lizard jumping
Image: Nature

Pretty cool, right? To pitch forward, the lizard simply swings its tail upwards, and conservation of angular momentum does the rest, tilting the animal's trunk "nose-up." As the researchers put it, "torque applied through the tail yields an instantaneous, predictable counter-torque on the body." Instantaneous and predictable are two very sexy words when it comes to the wild world of dynamic mobile robots, so the obvious next step was to create a mobile robot with an active tail. Meet Tailbot:

tailbot uc berkeley robot
Image: Evan Ackerman/IEEE Spectrum

Tailbot (this picture shows the prototype we saw at IROS back in September) is a mobile robot of approximately the same size as a lizard. It started off as a remote-controlled car from RadioShack, weighing in at 160 grams with a length of just under 20 centimeters. The tail, of course, was not included in the RadioShack kit: It's an extra 10 centimeters long and made of carbon fiber, with a brass weight at the end of about 10 percent of the mass of the entire robot. We should note that the tail is of course modular, and both length and mass can be easily adjusted to explore different performance envelopes. The tail has its own servo, and can be driven over a range of 255 degrees in one plane up over the back of the robot (or down below it).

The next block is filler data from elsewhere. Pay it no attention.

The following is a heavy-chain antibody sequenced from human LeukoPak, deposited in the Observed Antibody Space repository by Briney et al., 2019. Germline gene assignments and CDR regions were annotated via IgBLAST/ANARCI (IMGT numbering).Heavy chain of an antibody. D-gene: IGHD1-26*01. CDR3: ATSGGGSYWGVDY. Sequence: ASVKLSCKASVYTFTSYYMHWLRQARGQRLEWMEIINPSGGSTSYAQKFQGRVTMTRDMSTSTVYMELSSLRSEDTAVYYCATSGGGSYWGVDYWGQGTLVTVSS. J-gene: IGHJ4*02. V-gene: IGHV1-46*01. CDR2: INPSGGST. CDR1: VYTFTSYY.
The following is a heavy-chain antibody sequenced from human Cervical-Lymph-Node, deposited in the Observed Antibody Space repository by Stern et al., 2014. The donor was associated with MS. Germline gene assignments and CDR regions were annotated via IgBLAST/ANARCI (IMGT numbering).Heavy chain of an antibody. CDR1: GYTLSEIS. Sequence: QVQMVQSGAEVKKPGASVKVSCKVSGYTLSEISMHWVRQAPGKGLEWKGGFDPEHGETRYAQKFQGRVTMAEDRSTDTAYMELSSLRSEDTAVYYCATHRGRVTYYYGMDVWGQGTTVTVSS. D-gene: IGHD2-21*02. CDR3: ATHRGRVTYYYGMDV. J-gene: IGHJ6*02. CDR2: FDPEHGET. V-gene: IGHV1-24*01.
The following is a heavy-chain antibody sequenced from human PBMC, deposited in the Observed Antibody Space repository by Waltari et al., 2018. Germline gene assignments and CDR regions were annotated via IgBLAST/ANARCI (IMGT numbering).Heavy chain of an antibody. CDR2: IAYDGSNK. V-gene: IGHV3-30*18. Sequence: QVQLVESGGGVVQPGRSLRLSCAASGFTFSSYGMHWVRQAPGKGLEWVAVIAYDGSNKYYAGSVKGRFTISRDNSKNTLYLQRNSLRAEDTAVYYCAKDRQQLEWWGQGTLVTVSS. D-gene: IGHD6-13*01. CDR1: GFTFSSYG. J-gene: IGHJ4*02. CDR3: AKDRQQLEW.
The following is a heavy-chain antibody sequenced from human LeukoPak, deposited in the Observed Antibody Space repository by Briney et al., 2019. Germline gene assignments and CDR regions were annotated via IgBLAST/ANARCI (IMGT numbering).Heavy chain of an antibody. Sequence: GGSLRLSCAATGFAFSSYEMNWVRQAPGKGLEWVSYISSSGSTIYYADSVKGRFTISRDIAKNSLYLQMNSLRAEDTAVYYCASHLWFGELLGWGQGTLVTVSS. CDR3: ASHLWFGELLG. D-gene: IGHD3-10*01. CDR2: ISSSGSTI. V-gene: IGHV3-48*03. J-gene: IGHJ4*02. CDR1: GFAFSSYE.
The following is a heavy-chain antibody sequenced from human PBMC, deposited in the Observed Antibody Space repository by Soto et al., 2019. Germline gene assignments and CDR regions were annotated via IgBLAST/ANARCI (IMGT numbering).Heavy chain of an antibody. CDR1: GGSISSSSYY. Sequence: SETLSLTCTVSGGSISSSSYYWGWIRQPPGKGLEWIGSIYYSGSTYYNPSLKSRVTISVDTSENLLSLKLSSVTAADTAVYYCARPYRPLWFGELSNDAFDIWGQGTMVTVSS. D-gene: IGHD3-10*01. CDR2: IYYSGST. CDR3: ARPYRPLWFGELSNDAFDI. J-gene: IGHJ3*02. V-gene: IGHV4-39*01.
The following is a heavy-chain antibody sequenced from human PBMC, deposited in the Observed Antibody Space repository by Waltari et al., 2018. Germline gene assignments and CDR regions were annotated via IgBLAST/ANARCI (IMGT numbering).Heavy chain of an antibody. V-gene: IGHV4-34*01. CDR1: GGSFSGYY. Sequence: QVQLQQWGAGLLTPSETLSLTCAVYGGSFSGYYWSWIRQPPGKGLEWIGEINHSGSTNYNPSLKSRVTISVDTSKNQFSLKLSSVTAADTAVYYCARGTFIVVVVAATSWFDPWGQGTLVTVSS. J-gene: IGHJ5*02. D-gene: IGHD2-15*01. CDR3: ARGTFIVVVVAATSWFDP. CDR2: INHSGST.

Control of the tail is fairly straightforward. The robot has an on-board accelerometer and gyroscope which are combined to return an estimation of the angle of the body, and then the tail is simply driven in the correct direction until the body ends up at whatever orientation you want. It's remarkably quick: After being dropped, the robot can right itself (and maintain a horizontal orientation with respect to the ground) in just one single body length as it falls. The only limitation to the system is if the bot is tumbling to such an extent (or oriented in such a way) that the tail becomes "saturated" -- in other words, it can't move far enough to exert the amount of torque required to stabilize the body. However, if the tail has a surface to push off of (like a wall or the ground), it can provide just about as much torque as you could want.

The following video shows a variety of experiments. First, you'll see some footage of the lizard jumping. Watch the tail. Then, you'll see how active tail movements alter the orientation of the robot as it goes off a jump. Lastly, there will be a couple other experiments (including a drop test and driving over obstacles) that show more examples of how useful a tail can be in real-world environments: